So what are the prospects for truth winning out?
Josh Frydenberg is currently trying to execute a pivot of sorts. On Friday he told the National Press Club his was not a government of “austerity”. His prescription for managing all the red ink and tracking the budget back to balance wasn’t draconian expenditure cuts, or tax increases, or fiscal rules (which have been jettisoned). It was boosting economic growth. In his own telling, the treasurer was a crisis Keynesian, and a recovery Reaganite.
I’m all for the return of economic growth. That sounds positively cheery in the dead of winter, with Covid-19 still on the march, with unemployment creeping relentlessly towards 9%. But we do need to be hard-headed about this. Robust growth, pre-Covid, has been an elusive commodity in post-GFC economies, including Australia.
Talking about growth is very different to unleashing it. Growth requires confidence, and right now confidence is in very short supply. The Coalition can dust off the deregulation agenda, it can use the more productive relationships with the states that have been forged through Covid to try to deal with a few roadblocks, but there are no magic bullets.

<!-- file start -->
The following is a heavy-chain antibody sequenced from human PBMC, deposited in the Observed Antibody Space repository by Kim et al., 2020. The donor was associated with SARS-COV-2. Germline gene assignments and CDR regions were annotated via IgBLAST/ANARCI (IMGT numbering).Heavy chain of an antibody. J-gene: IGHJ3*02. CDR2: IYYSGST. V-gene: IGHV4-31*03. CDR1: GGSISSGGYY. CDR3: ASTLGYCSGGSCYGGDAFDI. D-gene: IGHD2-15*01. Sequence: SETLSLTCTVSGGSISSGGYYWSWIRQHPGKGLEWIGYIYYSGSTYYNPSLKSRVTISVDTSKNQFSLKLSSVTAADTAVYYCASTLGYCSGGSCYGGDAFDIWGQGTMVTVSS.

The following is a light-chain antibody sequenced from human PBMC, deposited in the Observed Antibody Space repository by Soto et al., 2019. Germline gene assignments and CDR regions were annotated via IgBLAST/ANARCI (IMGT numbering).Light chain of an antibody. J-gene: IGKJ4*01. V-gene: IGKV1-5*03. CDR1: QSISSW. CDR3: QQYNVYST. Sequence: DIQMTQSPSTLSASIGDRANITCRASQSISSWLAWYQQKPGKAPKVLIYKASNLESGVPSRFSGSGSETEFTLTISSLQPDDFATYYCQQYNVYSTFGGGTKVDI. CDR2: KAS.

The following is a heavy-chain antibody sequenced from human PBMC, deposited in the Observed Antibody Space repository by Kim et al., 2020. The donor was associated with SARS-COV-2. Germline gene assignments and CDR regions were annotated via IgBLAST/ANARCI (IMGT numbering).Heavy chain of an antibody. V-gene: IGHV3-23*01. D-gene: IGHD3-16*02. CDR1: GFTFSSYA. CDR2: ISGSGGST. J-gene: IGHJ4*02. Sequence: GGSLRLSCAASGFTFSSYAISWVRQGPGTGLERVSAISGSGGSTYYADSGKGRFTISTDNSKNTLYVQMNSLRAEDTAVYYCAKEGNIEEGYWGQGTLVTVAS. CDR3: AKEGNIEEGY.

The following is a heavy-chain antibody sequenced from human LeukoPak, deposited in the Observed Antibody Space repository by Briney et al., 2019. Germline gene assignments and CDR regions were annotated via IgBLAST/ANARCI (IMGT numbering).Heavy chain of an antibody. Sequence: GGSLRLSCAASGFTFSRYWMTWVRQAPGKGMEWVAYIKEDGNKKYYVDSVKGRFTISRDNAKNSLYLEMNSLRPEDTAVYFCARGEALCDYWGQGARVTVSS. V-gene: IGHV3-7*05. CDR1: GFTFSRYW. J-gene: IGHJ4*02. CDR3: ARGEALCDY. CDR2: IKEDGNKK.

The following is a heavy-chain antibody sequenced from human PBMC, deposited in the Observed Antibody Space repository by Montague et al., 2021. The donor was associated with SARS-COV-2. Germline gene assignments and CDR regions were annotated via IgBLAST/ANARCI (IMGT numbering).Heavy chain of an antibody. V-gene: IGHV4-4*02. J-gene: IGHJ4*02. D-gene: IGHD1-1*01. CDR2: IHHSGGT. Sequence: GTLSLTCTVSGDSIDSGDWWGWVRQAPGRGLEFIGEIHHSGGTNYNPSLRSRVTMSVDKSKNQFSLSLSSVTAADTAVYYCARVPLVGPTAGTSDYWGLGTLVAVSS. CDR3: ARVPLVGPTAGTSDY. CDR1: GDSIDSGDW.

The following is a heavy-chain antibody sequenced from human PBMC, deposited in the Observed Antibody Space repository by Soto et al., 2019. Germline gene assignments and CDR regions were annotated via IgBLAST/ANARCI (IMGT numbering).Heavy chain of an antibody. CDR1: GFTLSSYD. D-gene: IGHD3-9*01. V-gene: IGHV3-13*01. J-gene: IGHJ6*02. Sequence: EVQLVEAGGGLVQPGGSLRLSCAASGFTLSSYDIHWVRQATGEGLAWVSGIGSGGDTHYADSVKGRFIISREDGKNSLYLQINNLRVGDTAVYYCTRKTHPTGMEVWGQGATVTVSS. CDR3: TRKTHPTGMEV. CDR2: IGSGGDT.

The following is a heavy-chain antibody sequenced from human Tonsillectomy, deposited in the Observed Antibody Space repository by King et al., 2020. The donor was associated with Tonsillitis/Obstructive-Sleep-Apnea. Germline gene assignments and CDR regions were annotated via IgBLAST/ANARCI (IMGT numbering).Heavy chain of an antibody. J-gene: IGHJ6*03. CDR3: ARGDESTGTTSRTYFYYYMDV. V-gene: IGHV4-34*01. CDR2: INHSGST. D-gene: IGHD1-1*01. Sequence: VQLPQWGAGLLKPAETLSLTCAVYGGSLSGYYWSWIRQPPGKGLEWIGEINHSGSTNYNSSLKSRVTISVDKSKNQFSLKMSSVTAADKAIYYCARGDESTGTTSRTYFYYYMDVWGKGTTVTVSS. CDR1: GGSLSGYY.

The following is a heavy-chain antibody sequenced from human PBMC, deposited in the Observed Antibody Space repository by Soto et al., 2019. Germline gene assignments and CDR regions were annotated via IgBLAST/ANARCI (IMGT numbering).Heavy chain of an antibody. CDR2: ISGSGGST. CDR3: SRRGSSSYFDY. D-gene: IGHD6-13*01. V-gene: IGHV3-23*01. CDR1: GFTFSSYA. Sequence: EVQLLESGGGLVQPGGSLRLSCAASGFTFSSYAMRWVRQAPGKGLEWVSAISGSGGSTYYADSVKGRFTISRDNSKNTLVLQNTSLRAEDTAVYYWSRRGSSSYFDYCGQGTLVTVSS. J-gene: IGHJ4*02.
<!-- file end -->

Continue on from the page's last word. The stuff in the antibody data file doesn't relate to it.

“We can grow our way out of trouble” also isn’t a new concept. Every government who has not wanted to cut spending or increase taxes has mounted a version of the “growth will get us out of trouble” narrative, and some of these stories are more plausible than others.
The change of language, this post-austerity Coalition, could be a precursor to a less shrill, less brain-dead conversation. But the test, at the end of the day, will be the same one that always applies: can the government actually achieve the objective?